Affix to gas and charcoal grills
Roll grills 10 feet with lights attached
Open and close grill lids with lights attached
Measure brightness in center of grill in a dark room
Measure brightness on sides of grill in a dark room
What griller hasn’t desperately raced against the setting sun trying to get food off the grill and onto the table before darkness closes in? Enter grill lights: portable, battery-powered lamps that latch onto your grill and illuminate the cooking surface. Since we last tested grill lights, we’ve heard a few complaints about the latch on our former winner and seen dozens of new models appear on store shelves. Is there a better and brighter light out there?
We surveyed the market and initially rounded up 10 grill lights, including our previous winner, and then added four more products sold as camping or multipurpose outdoor lights. All the lights were battery-powered LEDs (long-lasting, high-efficiency bulbs) priced from $9.99 to $40.05. We tested each light’s fit on and compatibility with six different grills. For gas grills, the lights attach to the handle on the grill lid; for charcoal, they affix to the handles on the sides of the grill. We tried the lights on side tables, too. We then took the lights into a completely dark room, attached each light to the center of the lid handle on our winning gas grill, and used a light meter to measure brightness (in units of lux) at multiple points on the grill grate. Finally, we waited until nightfall and put the lights to practical use while grilling burgers.
The good news: Almost any light is better than grilling in the dark. The bad news: Nearly every light had fatal flaws that impeded our cooking.
A light’s primary job is to fully illuminate the grill surface, but more than half the lights failed at this simple task. Most could barely light up more than two burgers on a full grill, making it hard to see char and gauge doneness. Some lights produced narrow, excessively bright spotlights that washed out the food, turning burgers in the center of the grill blindingly white but leaving the rest of the grill in the dark. Further inspection with a light meter confirmed that as little as 5 percent of the light from these lamps radiated to the corners of the grill. Only a handful of lights illuminated the whole cooking surface with a spread of even, moderately bright light that made it easy to tell when burgers were perfectly seared.We grilled in the dark using a standard LED headlamp to compare the effectiveness of a movable light source against the clip-on design of the grill lights.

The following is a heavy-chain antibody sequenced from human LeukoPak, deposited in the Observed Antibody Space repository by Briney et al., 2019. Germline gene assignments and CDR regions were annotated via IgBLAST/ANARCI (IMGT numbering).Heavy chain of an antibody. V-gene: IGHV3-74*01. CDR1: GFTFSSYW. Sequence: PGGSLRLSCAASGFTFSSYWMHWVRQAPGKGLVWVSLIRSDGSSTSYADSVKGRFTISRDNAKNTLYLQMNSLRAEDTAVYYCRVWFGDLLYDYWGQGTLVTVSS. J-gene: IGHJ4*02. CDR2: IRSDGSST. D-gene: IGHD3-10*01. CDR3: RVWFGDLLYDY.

Unfortunately, most products with a decent light had at least one fatal design flaw. Some had flimsy latches or weak clip-style clamps that caused the lights to shake, rattle, and fall whenever we moved or bumped into the grill. Others had excessively long necks that constantly tilted and drooped toward the grill grate or—on the other end of the spectrum—short, stubby necks that couldn’t reach over the lids of larger grills, rendering them practically useless. Finally, there were lights that couldn’t fit on any grill, no matter where we tried to position them. (In fairness, these were camping or work lights not designed for grilling.)To test the versatility of the grill lights, we tried each model on six different gas and charcoal grills, making note of the clamp design and how easy it was to maneuver the light into position.
Ultimately, after testing 14 lights, we found just one we can fully recommend. We did discover a few other lights with innovative designs worth considering, including some that can stand on their own for side tables or grills without appropriate handles on the lid or sides of the grill (like our winning charcoal grill). Our winner, the Ivation Multipurpose Gooseneck 7-LED Dimmable Clip Light, had a warm spread of bright light that attached to and nicely illuminated every grill we tested it on.